There’s a mixture of melancholy and excitement as Dr. Joy Wolfe prepares for a new phase in her medical career.
On the one hand, she’s going to miss treating her friends and neighbors in Ahwatukee, where she started practicing in 1996 a short time after she became a board-certified family doctor.
On the other, she’s also looking forward to becoming a staff physician at the Student Health Services center on Arizona State University’s main campus – where her academic preparation for her career began as an undergraduate student.
But another feeling she’s always had as a physician trumps both her sadness and her anticipation.
“I’ve always honored when I treat a patient, that I’ve been given a honor when they welcome you into their lives,” she said.
Most recently a staff physician at AZ Spine Disc and Sport, Wolfe feels particularly blessed when she ponders her 23 years in Ahwatukee.
“What other field do you get to care for two or three generations of families?” she explained. “Where else can you treat your friends and neighbors? This is such an amazing community.”
Wolfe isn’t moving from the home she has made in Ahwatukee after she started working at the old Samaritan clinic on Ray Road in 1996. She had joined there – four years after getting her medical degree from the University of Arizona School of Medicine and then completing her residency – after working for the Cigna medical center in Tempe.
Her oldest sister, who is now a retired physician, couldn’t understand why she liked being a family doctor instead of developing a specialty that would come with fewer administrative headaches and likely a more lucrative income.
And to that she would give the same answer: She felt privileged to be part of other people’s lives, trusted by them to take care of whatever ailed them.
She remembers telling her sister, “You see 10 patients; I see 10 stories.”
Her sister replied, Wolfe recalled, “‘Oh good Lord, you don’t talk to them, do you?’ I said, ‘That’s the fun of it.’”
She felt that being part of a family practice struck the right balance for her.
“I had no desire to open my open practice,” she explained. “I didn’t want to be the big boss. I just wanted to help people.”
“You meet so many different types of people, it’s like being part of a lot of different novels,” she said.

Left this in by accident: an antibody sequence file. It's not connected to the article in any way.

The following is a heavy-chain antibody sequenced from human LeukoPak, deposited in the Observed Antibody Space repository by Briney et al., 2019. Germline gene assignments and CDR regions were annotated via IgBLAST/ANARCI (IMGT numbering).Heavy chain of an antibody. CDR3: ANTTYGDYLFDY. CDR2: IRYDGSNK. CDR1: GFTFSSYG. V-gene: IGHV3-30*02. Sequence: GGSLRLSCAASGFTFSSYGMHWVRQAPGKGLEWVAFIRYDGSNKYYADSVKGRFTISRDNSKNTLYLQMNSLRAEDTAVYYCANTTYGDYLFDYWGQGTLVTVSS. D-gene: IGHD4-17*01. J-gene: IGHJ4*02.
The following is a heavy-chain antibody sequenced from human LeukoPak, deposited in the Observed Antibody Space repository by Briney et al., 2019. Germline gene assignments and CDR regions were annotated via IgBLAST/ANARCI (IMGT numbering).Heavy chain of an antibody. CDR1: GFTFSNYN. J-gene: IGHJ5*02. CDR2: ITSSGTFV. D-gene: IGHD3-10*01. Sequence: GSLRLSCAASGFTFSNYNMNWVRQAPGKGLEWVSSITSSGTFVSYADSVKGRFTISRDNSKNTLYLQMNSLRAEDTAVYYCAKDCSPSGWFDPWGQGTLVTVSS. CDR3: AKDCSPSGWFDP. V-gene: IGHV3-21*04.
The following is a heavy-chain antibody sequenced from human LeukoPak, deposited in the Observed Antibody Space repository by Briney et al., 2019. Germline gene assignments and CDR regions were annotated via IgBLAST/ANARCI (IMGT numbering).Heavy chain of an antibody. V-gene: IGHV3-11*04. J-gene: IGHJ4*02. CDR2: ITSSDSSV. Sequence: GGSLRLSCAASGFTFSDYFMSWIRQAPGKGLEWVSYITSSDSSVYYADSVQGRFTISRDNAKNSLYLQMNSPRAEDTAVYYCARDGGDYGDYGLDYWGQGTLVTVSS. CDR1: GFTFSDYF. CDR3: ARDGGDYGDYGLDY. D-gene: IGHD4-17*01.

She has served her profession with distinction, winning several awards and earning raves from her patients.
Typical was this online rave from a patient: “I have gone to Dr. Wolfe for 19 years and have referred many of my friends and family to her. I would never go anywhere else.”
The youngest of five children by a father who was an engineer and a mother an elementary school teacher, Wolfe was indirectly inspired by her oldest sister.
It happened when her sister was in medical school at U of A and she invited her “to meet her cadaver.”
After her sister pulled up the sheet over the cadaver, Wolfe was struck by its pink fingernail polish.
“There was something so human about that,” she said.
She started wondering about the life behind that body and then realized “I was too damn nosy.”
She liked learning about people’s lives. Hence, “that’s why family medicine is so interesting.”
Wolfe isn’t giving up that natural curiosity when she begins her new job next month at ASU.
She was impressed immediately and a little bit awed by the size of the two-story student medical complex, which has a number of specialized facilities – including an isolation room for patients with contagious diseases.
She’s also awed by the student body’s immensity and diversity.
“It was big when I was there, but now it has grown so much,” she said.
As for the diversity, she was somewhat intrigued that there are so many students from so many different countries who speak so many different languages that there’s a telephone system that hooks up staff and patients with a live translator. “You couldn’t possibly have as many translators on staff as there are languages spoken by these students,” she said.
Wolfe said she’ll stop seeing her Ahwatukee patients next week, but will spend four weeks without picking up a paycheck before starting at ASU
The reason? The same devotion that has driven her career: “to be sure I have closed the loop on everything for patients. I wanted to be sure that no one had outstanding issues and figured four weeks would be enough to finish any loose ends.”
And once again, she expresses those dueling emotions as she prepares for a new stage in her career.
“The most difficult part is saying goodbye to my patients. It’s been a blast being here,” she said.
Then, she added, “I am so thrilled” about the ASU position. “It’s going to be great.”